If there’s one creature that is synonymous with Christmas, it’s the nation’s favourite bird, the robin. If it’s not taking pride of place on Christmas cards, it‘s immortalised in plastic perfection on the top of your Christmas cake, or yule log. Christmas without robins is like Christmas without a turkey, but why is this year-round resident such a festive favourite?

Its status as a Christmas card icon is all down to the postmen of the Victorian era, who wore red jackets, earning them the nickname “Robins”. Christmas card artists were inspired to paint their namesake on their cards and so the tradition began.

Christmas wouldn't be Christmas without a robin on your birdtable -  or Christmas cards, or wrapping, or cake... 

Legends around the bird’s red breast also have a Christmas link. These include the once all-brown bird being stained with blood as it pulled a thorn from the crown of Christ and suffering a scorched breast while shielding baby Jesus from a fire.

Snow seems to getting rarer at Christmas but an icy morning is the next best thing...

The holly and the ivy
Wildlife also gets in on the festive spirit when it comes to Christmas carols.

Turtle doves, partridges, geese and swans star in the 12 days of Christmas, but there could be an avian connection to more of the true-love’s gifts in the song: “drummers drumming” could be displaying snipe and “five gold rings” a reference to the marking on a pheasants’ neck.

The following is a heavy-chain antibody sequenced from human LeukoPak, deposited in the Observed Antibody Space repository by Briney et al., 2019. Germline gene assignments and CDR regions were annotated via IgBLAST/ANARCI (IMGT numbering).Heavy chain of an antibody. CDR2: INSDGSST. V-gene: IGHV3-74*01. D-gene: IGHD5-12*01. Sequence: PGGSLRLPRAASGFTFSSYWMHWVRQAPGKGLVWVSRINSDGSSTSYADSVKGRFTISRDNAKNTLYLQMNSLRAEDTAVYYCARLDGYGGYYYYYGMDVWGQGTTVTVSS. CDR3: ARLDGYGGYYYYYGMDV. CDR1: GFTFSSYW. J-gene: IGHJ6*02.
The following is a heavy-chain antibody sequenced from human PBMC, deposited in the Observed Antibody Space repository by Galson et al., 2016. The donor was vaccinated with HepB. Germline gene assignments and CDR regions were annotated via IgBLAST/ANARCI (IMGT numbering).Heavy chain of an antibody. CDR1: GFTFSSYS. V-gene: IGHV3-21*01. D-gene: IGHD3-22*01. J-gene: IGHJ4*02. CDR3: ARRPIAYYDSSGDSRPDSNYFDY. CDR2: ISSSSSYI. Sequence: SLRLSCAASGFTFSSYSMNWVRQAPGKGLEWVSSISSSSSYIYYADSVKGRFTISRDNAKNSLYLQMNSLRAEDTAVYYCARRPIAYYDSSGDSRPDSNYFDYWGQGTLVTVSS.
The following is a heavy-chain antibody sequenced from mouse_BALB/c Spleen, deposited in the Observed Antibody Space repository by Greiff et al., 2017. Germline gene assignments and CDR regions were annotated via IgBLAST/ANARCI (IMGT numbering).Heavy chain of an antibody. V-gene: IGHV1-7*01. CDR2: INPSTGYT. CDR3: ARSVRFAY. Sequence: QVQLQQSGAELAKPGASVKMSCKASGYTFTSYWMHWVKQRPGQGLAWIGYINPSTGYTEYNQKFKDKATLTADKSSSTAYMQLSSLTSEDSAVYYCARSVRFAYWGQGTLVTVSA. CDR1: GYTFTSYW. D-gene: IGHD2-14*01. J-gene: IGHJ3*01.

In December, we couldn’t be further from butterfly season, but one of our garden favourites is inextricably linked with The Holly and the Ivy. The holly blue lays its tiny eggs on holly in spring and ivy in summer and couldn’t survive without these festive evergreens.

The holly (and the ivy) is great for wildlife, including its namesake, the holly blue butterfly (Andy Hay - rspb-images.com)

Holly berries are popular Christmas decorations, but if you have berries of any kind left in your garden, you might receive a very special gift – a flock of waxwings. It is a “waxwing winter” and thousands of these chubby birds, with sibilant sleigh bell calls, have arrived from Scandinavia to gobble their way through our berries.

Kicking up a snowstorm - don't forget to feed your birds in winter when natural food is much harder to find

Underneath the mistletoe
The tradition of hanging mistletoe in your house at Christmas goes back to the ancient Druids who believed it possessed magical powers to ward off evil spirits during dark winter days. It’s also a sign of love and friendship - hence the tradition of kissing under the mistletoe.

This parasitic plant also gives our biggest thrush its name. The mistle thrush loves the sticky white berries and in the process of cleaning its beak on a branch, it deposits seeds and does its bit to ensure there is enough mistletoe around for next year’s Christmas party festivities.

Get in the Christmas spirit
What wildlife is in your mind at Christmas? If you have any Christmas nature connections, we’d love to hear about them.